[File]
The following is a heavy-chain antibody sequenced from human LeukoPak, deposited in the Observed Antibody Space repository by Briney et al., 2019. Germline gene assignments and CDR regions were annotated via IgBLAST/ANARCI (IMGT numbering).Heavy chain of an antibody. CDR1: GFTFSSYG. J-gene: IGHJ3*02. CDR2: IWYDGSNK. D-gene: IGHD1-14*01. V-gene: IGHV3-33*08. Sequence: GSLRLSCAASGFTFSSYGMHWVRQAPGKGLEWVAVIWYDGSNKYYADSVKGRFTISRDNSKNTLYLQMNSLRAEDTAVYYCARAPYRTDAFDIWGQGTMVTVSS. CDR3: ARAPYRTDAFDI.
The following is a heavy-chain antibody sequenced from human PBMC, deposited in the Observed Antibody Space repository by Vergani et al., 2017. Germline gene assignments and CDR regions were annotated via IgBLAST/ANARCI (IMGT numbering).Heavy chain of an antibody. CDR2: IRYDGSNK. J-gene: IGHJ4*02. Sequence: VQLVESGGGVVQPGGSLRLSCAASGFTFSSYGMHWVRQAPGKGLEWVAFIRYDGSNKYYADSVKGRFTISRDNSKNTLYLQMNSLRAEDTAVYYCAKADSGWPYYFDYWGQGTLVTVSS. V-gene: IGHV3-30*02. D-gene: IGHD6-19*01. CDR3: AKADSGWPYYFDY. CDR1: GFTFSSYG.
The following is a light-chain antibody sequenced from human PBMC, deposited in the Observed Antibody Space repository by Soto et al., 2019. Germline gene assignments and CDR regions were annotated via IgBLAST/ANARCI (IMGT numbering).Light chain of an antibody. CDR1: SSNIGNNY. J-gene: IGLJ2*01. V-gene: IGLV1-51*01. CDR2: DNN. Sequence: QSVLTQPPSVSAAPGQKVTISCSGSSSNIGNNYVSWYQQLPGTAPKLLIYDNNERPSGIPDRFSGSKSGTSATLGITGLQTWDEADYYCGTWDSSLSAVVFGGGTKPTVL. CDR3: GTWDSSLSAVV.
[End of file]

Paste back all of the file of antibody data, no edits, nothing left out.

The following is a heavy-chain antibody sequenced from human LeukoPak, deposited in the Observed Antibody Space repository by Briney et al., 2019. Germline gene assignments and CDR regions were annotated via IgBLAST/ANARCI (IMGT numbering).Heavy chain of an antibody. CDR1: GFTFSSYG. J-gene: IGHJ3*02. CDR2: IWYDGSNK. D-gene: IGHD1-14*01. V-gene: IGHV3-33*08. Sequence: GSLRLSCAASGFTFSSYGMHWVRQAPGKGLEWVAVIWYDGSNKYYADSVKGRFTISRDNSKNTLYLQMNSLRAEDTAVYYCARAPYRTDAFDIWGQGTMVTVSS. CDR3: ARAPYRTDAFDI.
The following is a heavy-chain antibody sequenced from human PBMC, deposited in the Observed Antibody Space repository by Vergani et al., 2017. Germline gene assignments and CDR regions were annotated via IgBLAST/ANARCI (IMGT numbering).Heavy chain of an antibody. CDR2: IRYDGSNK. J-gene: IGHJ4*02. Sequence: VQLVESGGGVVQPGGSLRLSCAASGFTFSSYGMHWVRQAPGKGLEWVAFIRYDGSNKYYADSVKGRFTISRDNSKNTLYLQMNSLRAEDTAVYYCAKADSGWPYYFDYWGQGTLVTVSS. V-gene: IGHV3-30*02. D-gene: IGHD6-19*01. CDR3: AKADSGWPYYFDY. CDR1: GFTFSSYG.
The following is a light-chain antibody sequenced from human PBMC, deposited in the Observed Antibody Space repository by Soto et al., 2019. Germline gene assignments and CDR regions were annotated via IgBLAST/ANARCI (IMGT numbering).Light chain of an antibody. CDR1: SSNIGNNY. J-gene: IGLJ2*01. V-gene: IGLV1-51*01. CDR2: DNN. Sequence: QSVLTQPPSVSAAPGQKVTISCSGSSSNIGNNYVSWYQQLPGTAPKLLIYDNNERPSGIPDRFSGSKSGTSATLGITGLQTWDEADYYCGTWDSSLSAVVFGGGTKPTVL. CDR3: GTWDSSLSAVV.